Rivian plans to install EV chargers in Tennessee’s 56 state parks

Rivian electric vehicle charging stations are coming to yet another state park system. The EV startup said it would install its so-called “waypoint” chargers in 56 state parks in Tennessee, four months after it announced a similar agreement with the state of Colorado.

This is the next step in Rivian’s plan to build out its network of more than 10,000 Level 2 AC chargers by the end of 2023. Installing the Charger in state parks and other remote locations is a key aspect of Rivian’s brand strategy: positioning itself as an eco-friendly automaker for outdoorsy types, even if they own a Rivian vehicle. Waypoint chargers will be open to the public and accessible to all electric vehicle brands with a J1772 plug.

As part of the agreement with the Tennessee Department of Environment and Conservation, Rivian will design and install the chargers at no cost, and will cover all servicing, maintenance and upgrades for 10 years. The automaker said it would also cover any necessary utility upgrades associated with charger installation — for example, improvements to the electrical service panel or transformer.

image credit: rivian (Opens in a new window)

Rivian may start installing the charger as soon as this fall. Level 2 chargers can provide up to 11.5 kW of power. This roughly translates to adding up to 25 miles of range per hour for both the R1T pickup truck and the R1S SUV. While waiting hours for battery refills isn’t ideal for chargers located along highways and busy roads, Rivian says these sites will allow drivers to “top up for miles while enjoying a day trip or overnight campout “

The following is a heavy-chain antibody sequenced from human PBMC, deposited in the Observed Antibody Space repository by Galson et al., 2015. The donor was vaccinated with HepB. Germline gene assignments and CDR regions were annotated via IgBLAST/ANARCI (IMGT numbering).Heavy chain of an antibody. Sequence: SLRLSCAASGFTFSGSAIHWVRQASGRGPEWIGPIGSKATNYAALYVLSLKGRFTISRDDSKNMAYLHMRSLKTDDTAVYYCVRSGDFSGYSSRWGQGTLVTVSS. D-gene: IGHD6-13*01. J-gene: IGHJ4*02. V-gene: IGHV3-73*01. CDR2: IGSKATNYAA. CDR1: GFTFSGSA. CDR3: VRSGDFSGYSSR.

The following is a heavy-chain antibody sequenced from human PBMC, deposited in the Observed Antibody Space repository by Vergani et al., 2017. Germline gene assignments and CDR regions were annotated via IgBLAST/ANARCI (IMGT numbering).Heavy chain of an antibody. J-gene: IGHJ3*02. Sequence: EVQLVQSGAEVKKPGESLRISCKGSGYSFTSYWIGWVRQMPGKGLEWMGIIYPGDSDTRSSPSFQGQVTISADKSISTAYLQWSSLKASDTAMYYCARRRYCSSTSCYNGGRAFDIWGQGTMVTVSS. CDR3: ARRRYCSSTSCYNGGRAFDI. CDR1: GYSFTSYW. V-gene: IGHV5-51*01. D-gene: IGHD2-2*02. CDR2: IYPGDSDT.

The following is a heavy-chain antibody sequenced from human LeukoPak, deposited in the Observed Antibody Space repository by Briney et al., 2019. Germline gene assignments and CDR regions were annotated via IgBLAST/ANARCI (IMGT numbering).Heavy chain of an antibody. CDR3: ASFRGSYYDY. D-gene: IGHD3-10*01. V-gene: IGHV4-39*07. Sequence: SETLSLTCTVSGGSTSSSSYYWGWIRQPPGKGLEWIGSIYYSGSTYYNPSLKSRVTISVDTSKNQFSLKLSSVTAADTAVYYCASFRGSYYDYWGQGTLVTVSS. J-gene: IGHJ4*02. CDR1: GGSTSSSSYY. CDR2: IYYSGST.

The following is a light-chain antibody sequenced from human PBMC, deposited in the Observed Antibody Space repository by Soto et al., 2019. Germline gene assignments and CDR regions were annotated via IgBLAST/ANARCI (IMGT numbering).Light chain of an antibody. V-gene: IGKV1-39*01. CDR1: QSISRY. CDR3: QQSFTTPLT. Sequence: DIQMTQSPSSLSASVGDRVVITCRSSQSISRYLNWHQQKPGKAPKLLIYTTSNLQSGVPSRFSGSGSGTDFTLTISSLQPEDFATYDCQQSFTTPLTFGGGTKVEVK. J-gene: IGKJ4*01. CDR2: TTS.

Charging will be provided initially at no cost, though the automaker said future costs may depend on how the state recovers the cost of electricity.

Rivian Waypoints is separate from the company’s so-called Adventure Network in that it plans to manufacture more than 3,500 DC fast chargers exclusively for Rivian customers. Those chargers will be able to provide up to 140 miles of range in about 20 minutes.

Rivian founder RJ Scaringe has been open about his desire to develop charging networks including in hard-to-reach places — a notable difference from a company like Tesla, whose proprietary network of Superchargers is more traditional and even higher- Located in the end places.

“We are excited about the opportunity to create Rivian charging locations that are not on the Interstate, to help draw you in or enable you to go to places that would typically be inviting or inviting to electric vehicles because of the charging infrastructure. Not the kinds of places that are welcoming,” he said in an extensive interview with Nerdshala’s Kirsten Korosek. “We’ve spent a lot of time thinking about how you can essentially create these curated drives where, depending on your interests, you can choose different paths. If you want to go one mile, two miles or five miles If you want to stop in the middle of a trip for a hike, you know, there’s a route you’ll want to take and there’s a charging spot right next to it.

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